The Story of ch’inkw’u (two-headed sea serpent)

Art to be installed Spring/Summer of 2021

In she shashishalhem (shishalh [Sechelt] language), ch’inkw’u translated into English is ‘two-headed sea serpent’. The sea serpent symbolizes a legendary animal with infinite strength to preserve and restore balance amongst all living things.

Traditionally, I was taught that the two heads represent both male and female counterparts, one symbolizing good and the other evil. ch’inkw’u was capable of being a faithful guardian to many creatures, big or small, as well as the protector of the land. In return, animals would bestow offerings and gifts onto ch’inkw’u as an expression of gratitude. Such offerings would include an abundant variety of nourishment from Mother Nature, such as fresh salmon from the many creeks across the land and energy from the moon.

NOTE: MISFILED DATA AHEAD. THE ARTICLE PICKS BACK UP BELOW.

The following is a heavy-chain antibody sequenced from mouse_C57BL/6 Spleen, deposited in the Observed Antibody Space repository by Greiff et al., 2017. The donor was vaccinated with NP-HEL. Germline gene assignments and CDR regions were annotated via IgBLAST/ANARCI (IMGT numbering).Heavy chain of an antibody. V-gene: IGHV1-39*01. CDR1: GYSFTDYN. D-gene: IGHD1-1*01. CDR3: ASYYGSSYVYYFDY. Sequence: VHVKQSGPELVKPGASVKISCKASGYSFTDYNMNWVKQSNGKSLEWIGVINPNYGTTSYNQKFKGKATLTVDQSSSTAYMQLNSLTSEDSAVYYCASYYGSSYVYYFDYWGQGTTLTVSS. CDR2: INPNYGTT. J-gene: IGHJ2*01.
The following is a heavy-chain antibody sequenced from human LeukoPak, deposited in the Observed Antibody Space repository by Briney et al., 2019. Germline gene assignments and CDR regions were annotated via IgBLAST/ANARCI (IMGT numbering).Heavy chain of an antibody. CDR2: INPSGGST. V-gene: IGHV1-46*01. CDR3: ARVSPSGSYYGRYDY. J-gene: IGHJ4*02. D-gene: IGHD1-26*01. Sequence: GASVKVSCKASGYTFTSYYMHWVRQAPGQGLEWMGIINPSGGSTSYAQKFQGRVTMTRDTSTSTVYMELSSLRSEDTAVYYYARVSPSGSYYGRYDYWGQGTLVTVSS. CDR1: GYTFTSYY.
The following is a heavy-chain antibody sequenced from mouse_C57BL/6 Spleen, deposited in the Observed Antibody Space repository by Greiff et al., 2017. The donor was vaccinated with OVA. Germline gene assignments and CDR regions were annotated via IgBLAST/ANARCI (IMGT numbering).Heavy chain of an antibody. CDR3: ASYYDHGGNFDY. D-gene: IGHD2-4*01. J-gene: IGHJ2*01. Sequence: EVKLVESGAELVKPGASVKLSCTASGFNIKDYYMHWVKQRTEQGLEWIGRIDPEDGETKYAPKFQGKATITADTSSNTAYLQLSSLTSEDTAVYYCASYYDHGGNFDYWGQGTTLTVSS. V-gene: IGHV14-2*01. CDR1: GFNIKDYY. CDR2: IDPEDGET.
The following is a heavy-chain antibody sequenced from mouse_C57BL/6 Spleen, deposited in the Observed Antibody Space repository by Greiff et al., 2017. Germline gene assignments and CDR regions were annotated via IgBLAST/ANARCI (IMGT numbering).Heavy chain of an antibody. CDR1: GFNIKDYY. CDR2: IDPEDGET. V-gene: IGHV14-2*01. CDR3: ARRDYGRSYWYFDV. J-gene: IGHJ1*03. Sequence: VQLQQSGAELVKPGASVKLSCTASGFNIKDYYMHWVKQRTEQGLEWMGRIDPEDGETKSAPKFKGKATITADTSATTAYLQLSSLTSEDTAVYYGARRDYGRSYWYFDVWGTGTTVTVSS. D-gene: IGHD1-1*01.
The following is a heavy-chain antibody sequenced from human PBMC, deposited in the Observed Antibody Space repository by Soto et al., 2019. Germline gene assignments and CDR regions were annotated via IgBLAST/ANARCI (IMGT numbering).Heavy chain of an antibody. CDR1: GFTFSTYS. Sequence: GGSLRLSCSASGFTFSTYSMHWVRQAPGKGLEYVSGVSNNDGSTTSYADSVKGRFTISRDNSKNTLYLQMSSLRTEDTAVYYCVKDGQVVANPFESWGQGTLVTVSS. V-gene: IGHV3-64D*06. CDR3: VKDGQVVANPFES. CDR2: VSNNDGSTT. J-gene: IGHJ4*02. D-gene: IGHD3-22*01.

As legend tells, ch’inkw’u had many faithful friends and allies. 

The thunderbird protects from the sky with its boundless power, vision and strength. 

The frog has a unique power of freezing during winter and returning to life in the spring.

The salmon are abundant offerings of nourishment from Mother Nature.

The killer whale, as guardian of the sea, protects all creatures and maintains harmony in the ocean.

The wolf ensures the stability of the land with its courage, tenacity and speed. 

The owl summons good and evil spirits in the night while imparting deep wisdom.

These spiritual animal legends are told from many tribal perspectives across many nations, each as equally significant as the next.

Please respect and honour them all.

Manuela Salinas,

Proud Mom, Artist and Educator

  • Animal art to be installed at Tsain-Ko Centre Spring/Summer of 2021